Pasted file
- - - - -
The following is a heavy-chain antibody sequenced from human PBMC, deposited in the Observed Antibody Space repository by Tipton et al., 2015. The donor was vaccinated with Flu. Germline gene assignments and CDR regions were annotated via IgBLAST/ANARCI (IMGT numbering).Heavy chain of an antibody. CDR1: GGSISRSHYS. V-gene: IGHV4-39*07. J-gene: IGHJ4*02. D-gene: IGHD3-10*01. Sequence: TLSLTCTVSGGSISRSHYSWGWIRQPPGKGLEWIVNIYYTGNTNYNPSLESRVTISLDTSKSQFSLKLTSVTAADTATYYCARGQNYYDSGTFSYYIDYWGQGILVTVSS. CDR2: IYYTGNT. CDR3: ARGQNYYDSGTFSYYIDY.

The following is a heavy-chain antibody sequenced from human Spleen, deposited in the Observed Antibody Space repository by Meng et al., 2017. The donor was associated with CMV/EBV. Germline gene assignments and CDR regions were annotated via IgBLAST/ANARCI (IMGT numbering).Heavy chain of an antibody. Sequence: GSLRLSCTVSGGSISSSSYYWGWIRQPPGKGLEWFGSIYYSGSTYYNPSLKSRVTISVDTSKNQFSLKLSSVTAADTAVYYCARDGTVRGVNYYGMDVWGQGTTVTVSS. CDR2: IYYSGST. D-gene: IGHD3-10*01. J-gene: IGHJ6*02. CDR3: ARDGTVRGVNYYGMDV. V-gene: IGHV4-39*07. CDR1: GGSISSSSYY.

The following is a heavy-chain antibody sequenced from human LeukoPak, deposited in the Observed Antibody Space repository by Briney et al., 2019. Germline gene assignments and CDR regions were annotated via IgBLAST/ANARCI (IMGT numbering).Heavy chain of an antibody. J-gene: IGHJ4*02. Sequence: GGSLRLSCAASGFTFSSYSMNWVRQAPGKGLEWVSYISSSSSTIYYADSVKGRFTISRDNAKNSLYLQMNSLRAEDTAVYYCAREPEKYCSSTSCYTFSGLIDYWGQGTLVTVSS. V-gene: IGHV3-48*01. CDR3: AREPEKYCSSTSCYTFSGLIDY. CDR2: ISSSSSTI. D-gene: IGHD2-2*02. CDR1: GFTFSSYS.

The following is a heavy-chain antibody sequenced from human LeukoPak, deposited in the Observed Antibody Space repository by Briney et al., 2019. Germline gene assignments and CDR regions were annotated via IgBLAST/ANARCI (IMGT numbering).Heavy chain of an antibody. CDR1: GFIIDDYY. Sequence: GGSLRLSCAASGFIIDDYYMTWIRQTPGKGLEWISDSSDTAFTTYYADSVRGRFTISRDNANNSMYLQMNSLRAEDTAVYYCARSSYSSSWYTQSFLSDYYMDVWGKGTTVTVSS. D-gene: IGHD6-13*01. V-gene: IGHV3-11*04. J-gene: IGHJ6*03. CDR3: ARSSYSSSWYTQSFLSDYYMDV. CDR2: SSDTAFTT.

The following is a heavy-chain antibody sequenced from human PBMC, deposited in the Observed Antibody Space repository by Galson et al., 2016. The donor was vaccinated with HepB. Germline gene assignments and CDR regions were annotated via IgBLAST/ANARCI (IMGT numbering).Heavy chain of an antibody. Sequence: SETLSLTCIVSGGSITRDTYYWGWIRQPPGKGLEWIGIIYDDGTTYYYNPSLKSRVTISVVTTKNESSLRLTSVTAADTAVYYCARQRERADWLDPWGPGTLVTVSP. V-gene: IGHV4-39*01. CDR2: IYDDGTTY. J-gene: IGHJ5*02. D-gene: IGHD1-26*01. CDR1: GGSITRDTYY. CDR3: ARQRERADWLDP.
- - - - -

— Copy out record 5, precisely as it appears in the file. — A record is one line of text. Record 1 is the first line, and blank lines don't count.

The following is a heavy-chain antibody sequenced from human PBMC, deposited in the Observed Antibody Space repository by Galson et al., 2016. The donor was vaccinated with HepB. Germline gene assignments and CDR regions were annotated via IgBLAST/ANARCI (IMGT numbering).Heavy chain of an antibody. Sequence: SETLSLTCIVSGGSITRDTYYWGWIRQPPGKGLEWIGIIYDDGTTYYYNPSLKSRVTISVVTTKNESSLRLTSVTAADTAVYYCARQRERADWLDPWGPGTLVTVSP. V-gene: IGHV4-39*01. CDR2: IYDDGTTY. J-gene: IGHJ5*02. D-gene: IGHD1-26*01. CDR1: GGSITRDTYY. CDR3: ARQRERADWLDP.